Holding Hans

by digby

My favorite election suppressor Hans von Spakovsky caught the attention of McClatchy this week-end:

Von Spakovsky, who had been a longtime voting rights activist and elections official in Georgia before serving at Justice, accepted a presidential recess appointment to a Republican slot on the Federal Election Commission in December 2005. He is scheduled to appear at a June 13 confirmation hearing before the Senate Rules and Administration Committee.

Calling Orville Reddenbacher.

Here's the committee:

Dianne Feinstein, CA

Robert Bennett, UT
Ranking Member

Robert C. Byrd
Ted Stevens
Daniel K. Inouye
Mitch McConnell
Christopher J. Dodd
Thad Cochran
Charles E. Schumer
Trent Lott
Richard J. Durbin
Kay Bailey Hutchison
E. Benjamin Nelson
C. Saxby Chambliss
Harry Reid
Patty Murray
Lamar Alexander
Chuck Hagel
Mark L. Pryor

I think I'll send along a little note to my senator Dianne Feinstein. And I think it would also be a great opportunity for presidential candidate Chris Dodd to step up and take on this very important issue of vote suppression. I think I'll send him a note too. Chuck Shumer and Harry Reid will obviously want to have a good chat with Hans, as will Dick Durbin, so I'll send along a note to them too. I might even give their offices a jingle before the committee meets just to let them know how much I appreciate that a right wing hit man like Von Spakovsky is thoroughly questioned and hopefully removed from the FEC.

Von Spakovsky has been at the very center of everything the Republicans have been doing to rig the vote for the past decade. He was with VIP when they launched the drive to "purge " the voter rolls in advance of the stolen 2000 election. He was the main hack the Bushies installed in the civil rights division at the Justice Department to set them up for 2004 and beyond. He is now on the FEC, where Bush put him in a recess appointment. He's been busy there too:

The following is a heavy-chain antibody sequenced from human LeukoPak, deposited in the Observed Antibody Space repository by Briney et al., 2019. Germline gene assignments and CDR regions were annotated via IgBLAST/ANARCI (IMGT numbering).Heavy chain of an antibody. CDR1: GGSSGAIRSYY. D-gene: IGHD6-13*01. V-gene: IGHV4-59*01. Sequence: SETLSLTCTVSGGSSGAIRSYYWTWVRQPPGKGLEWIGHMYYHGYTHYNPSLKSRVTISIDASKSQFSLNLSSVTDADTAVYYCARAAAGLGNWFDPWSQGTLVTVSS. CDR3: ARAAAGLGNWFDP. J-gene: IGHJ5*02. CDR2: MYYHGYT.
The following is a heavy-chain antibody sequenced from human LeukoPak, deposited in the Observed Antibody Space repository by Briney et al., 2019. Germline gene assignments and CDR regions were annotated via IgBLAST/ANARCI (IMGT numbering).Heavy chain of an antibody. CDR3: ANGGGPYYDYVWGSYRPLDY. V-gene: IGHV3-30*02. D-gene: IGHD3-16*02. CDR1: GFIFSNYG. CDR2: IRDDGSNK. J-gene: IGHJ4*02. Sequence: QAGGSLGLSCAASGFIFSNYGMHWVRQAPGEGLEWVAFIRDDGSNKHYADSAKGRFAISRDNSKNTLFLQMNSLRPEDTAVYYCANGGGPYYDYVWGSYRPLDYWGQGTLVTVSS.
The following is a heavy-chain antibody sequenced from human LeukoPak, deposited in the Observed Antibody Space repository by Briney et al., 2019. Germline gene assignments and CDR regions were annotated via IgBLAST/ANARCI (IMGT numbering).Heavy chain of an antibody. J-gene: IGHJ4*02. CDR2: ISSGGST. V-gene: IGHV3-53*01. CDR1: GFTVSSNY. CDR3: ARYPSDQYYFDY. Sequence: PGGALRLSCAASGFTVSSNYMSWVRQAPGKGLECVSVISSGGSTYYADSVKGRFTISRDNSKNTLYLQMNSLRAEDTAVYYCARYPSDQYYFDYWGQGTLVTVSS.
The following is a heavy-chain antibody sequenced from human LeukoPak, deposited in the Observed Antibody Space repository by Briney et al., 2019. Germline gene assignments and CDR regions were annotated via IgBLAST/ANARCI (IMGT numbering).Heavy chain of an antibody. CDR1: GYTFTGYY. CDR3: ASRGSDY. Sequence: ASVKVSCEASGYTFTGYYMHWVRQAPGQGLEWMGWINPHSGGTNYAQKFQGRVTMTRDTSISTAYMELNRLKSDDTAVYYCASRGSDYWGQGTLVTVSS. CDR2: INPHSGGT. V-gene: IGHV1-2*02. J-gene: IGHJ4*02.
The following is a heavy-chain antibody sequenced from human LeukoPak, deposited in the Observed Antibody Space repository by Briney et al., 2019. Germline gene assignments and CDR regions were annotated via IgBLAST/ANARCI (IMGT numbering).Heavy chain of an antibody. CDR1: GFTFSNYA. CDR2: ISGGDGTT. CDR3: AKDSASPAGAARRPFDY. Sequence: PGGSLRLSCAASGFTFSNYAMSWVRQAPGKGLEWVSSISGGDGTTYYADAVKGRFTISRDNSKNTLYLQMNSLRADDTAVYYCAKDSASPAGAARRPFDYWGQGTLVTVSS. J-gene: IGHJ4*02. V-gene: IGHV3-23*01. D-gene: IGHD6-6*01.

The House Administration Committee is also inquiring into von Spakovsky's communications with the Election Assistance Commission, a tiny agency that implemented a 2002 election reform law and serves as a national election information clearinghouse.

The bipartisan, four-member commission stirred a political tempest last year when it delayed the release of voter fraud and voter ID law studies, saying that more research was needed. A House panel revealed last month that the fraud study's central finding - that there was little evidence of widespread voter fraud - had been toned down to say that "a great deal of debate" surrounded the subject.

Commissioners rejected as flawed the second study's finding that voter ID laws tend to suppress turnout, especially among Latinos, and ordered more research.

Rich said that von Spakovsky usurped his seat on a commission advisory panel in 2004, although the law creating the panel allocated that spot for the Voting Rights Section chief "or his designee." Rich said he was not consulted.

After the commission hired both liberal and conservative consultants to work on the studies in 2005, e-mails show that von Spakovsky tried to persuade panel members that the research was flawed.

In an Aug. 18, 2005, e-mail to Chairman DeGregorio, he objected strenuously to a contract award for the ID study to researchers at Ohio State University's Moritz College of Law, who were teaming with a group at Rutgers University.